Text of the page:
I’ve just read some excellent news. A study published last week in Stroke: Journal of the American Heart Association confirmed what I have long known, but it is always pleasant to have the weight of scientific research behind one’s pronouncements.
Coffee in moderation (these studies always add that word) is good for you, if you happen to be a woman. Dr. Susanna Larsson of the Karolinska Institute in Stockholm, Sweden says so. And she should know. She is the lead researcher and author of both the study and article. It was determined that women who drank at least one cup of coffee everyday had up to 25% less chance of a stroke. There were a lot more numbers bandied about in the report but I have all the information I need to bolster my long held opinion.
Coffee has been part of my life for a very long time. One of the pleasures of my last two years at boarding school was the privilege of access to the dormitory kitchen, and making my own coffee. I remember stirring instant coffee and sugar and a dollop of milk together until the mixture was a creamy confection, in the mistaken belief that when I added the rest of the milk and stirred like crazy I would have a cappuccino. My cousin Jennifer taught me this life skill.
Coffee continued to be dominant when my first job, in Papua New Guinea, was for a company that traded in the commodity. That was when I learnt early my Arabica from my Robusta. An important crop for a newly emergent nation, coffee was first introduced to PNG before World War II when it was much mistrusted by the older villagers; suspicious the shiny green leaves of the new plant would kill their pigs, much prized as a sign of prosperity. So much so that even in the 70’s it was not uncommon to see a woman suckling a piglet alongside an infant. Now coffee is the second most important agricultural crop – palm oil being the first – but the wonderful thing about coffee production in PNG is that it is almost entirely grown in small hillside gardens and not on massive plantations owned by international corporations. That itself makes the green gold that the cherries produce an even more important crop.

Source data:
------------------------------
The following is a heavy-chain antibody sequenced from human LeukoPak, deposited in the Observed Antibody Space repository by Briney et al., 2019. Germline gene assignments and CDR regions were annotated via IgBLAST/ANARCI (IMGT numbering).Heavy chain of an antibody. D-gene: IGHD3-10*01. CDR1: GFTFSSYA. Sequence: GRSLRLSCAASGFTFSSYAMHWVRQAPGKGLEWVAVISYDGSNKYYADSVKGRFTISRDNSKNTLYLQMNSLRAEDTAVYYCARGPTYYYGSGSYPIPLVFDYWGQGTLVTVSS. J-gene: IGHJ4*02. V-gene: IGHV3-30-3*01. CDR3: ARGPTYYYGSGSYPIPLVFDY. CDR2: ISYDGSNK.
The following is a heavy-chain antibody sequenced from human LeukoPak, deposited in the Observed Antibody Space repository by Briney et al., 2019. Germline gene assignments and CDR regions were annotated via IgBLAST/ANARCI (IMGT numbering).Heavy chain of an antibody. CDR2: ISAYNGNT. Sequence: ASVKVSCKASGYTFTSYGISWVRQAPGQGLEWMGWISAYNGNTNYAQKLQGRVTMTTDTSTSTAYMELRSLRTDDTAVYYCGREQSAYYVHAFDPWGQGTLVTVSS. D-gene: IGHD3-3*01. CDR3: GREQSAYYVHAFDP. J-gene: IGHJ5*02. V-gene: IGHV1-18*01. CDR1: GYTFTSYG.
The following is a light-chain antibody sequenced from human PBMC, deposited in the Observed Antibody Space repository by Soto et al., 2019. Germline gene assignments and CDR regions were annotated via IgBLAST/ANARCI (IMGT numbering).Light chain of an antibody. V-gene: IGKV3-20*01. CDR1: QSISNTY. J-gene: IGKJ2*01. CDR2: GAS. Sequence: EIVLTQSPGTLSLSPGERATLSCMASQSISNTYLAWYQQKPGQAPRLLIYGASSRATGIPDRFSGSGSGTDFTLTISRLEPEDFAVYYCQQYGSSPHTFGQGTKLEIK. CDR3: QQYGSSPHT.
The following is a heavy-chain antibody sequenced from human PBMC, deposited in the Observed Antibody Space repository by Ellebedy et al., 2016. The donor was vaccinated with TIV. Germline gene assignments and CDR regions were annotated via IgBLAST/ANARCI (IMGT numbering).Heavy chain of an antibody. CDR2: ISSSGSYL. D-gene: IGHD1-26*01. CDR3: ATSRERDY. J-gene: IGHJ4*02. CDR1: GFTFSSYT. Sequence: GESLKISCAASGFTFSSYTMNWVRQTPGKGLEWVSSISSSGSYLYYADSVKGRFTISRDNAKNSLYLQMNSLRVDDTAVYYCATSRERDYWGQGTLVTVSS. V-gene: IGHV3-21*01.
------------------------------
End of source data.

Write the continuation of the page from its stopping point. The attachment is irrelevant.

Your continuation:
It gives me pleasure to think every cup of coffee I drink at Catalinas, my local coffee shop in Houston, is helping some villager somewhere in either South America or PNG. The thought somehow makes the taste even more delicious.
Drinking coffee is an omnipresent past time: you can drink it on your own and not be accused of being a closet drinker; no-one looks twice at a woman alone in a coffee shop; and sharing secrets, heartbreaks, joyous news or just plain gossip is always better over a coffee. It is the opening gambit in many new relationships, and I have made friendships all around the world over a cup of coffee, whether drunk Turkish-style, with a dram or foaming milk.
I fly to Washington DC next week for the Families in Global Transition annual conference, where I will reconnect with old friends and meet new ones. A lot of coffee will be drunk in between the sessions discussing issues that affect those on the nomadic trail; from choosing schools in Scandinavia to TCKs in Thailand to helping the accompanying spouse prosper in Peru, in essence the whole gamut of concerns that confront the expatriate, whether Houston or Hanoi based.
It is indeed comforting to know that the coffee consumed at the FIGT conference is in fact likely to lessen the chance of a stroke, at least for the women attending – the jury is still out on the men. But whoever drinks it, the power of a cup of java helping people connect, or reconnect, cannot be overestimated.
Or of course we could drink wine, in moderation of course!